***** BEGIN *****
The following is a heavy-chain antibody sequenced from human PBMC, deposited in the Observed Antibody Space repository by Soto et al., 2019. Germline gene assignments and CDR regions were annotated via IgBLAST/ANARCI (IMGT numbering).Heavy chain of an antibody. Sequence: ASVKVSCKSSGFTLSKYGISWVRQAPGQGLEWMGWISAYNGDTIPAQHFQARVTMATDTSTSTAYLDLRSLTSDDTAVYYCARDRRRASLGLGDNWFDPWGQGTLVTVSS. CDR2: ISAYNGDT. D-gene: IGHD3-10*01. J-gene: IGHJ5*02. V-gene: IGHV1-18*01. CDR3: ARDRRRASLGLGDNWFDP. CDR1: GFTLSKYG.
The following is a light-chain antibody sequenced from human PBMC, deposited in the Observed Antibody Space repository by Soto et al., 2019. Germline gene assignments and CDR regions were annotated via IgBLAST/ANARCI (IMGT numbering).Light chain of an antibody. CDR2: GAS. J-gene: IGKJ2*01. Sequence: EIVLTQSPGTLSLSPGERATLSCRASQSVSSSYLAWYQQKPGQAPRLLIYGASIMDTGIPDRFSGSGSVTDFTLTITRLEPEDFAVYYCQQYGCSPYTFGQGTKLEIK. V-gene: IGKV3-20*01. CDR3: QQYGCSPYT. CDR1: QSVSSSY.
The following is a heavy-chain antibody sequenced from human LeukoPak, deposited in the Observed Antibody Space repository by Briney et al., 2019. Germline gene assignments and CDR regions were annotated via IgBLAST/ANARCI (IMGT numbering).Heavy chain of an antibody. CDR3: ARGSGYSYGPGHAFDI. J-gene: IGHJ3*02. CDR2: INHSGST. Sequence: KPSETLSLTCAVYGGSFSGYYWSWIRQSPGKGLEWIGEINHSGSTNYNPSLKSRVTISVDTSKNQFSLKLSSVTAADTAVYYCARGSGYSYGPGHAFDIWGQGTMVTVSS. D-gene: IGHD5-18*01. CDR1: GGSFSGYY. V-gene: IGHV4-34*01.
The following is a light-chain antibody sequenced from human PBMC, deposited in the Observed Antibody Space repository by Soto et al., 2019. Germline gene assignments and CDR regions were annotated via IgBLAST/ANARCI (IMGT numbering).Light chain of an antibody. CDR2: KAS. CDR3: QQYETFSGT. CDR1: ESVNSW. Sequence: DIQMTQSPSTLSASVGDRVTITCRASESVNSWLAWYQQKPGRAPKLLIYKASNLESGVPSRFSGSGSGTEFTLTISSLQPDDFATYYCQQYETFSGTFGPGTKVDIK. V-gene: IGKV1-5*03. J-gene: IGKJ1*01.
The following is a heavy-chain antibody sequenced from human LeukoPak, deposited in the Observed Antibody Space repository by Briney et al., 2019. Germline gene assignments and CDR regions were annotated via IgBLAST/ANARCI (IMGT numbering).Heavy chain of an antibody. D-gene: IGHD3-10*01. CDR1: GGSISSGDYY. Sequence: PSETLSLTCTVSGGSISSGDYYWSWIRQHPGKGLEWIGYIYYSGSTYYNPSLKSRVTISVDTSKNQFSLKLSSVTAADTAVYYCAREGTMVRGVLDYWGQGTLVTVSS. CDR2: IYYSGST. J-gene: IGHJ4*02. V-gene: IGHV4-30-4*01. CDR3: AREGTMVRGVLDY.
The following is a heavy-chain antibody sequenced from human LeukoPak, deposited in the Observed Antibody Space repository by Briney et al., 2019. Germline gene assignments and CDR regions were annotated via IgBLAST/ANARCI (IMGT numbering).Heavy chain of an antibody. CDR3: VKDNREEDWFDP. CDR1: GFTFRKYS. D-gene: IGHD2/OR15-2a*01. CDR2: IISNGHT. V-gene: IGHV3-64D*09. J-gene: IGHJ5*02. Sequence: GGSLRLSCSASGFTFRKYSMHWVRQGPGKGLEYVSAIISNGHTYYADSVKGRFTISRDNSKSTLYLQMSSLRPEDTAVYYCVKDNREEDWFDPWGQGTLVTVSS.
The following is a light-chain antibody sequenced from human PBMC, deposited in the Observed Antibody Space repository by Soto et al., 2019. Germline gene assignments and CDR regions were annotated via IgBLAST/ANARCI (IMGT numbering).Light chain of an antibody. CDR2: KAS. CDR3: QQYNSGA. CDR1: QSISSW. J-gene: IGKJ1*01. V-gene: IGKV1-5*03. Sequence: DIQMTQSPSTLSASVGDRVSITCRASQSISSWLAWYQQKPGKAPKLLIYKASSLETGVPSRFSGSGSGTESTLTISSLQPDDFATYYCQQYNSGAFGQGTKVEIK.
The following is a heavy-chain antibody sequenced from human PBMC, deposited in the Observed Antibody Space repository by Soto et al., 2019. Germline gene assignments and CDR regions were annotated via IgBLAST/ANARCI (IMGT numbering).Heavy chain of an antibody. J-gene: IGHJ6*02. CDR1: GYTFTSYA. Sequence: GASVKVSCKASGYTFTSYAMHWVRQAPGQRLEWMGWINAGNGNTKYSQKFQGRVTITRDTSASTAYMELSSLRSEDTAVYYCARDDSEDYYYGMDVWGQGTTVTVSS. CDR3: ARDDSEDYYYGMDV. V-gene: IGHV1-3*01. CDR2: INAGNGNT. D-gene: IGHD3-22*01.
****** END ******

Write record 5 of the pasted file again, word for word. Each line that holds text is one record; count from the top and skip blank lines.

The following is a heavy-chain antibody sequenced from human LeukoPak, deposited in the Observed Antibody Space repository by Briney et al., 2019. Germline gene assignments and CDR regions were annotated via IgBLAST/ANARCI (IMGT numbering).Heavy chain of an antibody. D-gene: IGHD3-10*01. CDR1: GGSISSGDYY. Sequence: PSETLSLTCTVSGGSISSGDYYWSWIRQHPGKGLEWIGYIYYSGSTYYNPSLKSRVTISVDTSKNQFSLKLSSVTAADTAVYYCAREGTMVRGVLDYWGQGTLVTVSS. CDR2: IYYSGST. J-gene: IGHJ4*02. V-gene: IGHV4-30-4*01. CDR3: AREGTMVRGVLDY.